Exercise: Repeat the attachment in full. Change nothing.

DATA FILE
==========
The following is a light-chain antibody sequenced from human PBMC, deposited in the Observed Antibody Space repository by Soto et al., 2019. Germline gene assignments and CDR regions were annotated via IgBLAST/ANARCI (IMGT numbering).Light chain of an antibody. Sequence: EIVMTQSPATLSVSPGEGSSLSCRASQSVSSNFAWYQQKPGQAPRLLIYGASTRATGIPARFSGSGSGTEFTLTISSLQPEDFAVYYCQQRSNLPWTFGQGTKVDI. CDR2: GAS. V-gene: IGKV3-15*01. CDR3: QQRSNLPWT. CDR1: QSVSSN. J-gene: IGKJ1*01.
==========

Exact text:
The following is a light-chain antibody sequenced from human PBMC, deposited in the Observed Antibody Space repository by Soto et al., 2019. Germline gene assignments and CDR regions were annotated via IgBLAST/ANARCI (IMGT numbering).Light chain of an antibody. Sequence: EIVMTQSPATLSVSPGEGSSLSCRASQSVSSNFAWYQQKPGQAPRLLIYGASTRATGIPARFSGSGSGTEFTLTISSLQPEDFAVYYCQQRSNLPWTFGQGTKVDI. CDR2: GAS. V-gene: IGKV3-15*01. CDR3: QQRSNLPWT. CDR1: QSVSSN. J-gene: IGKJ1*01.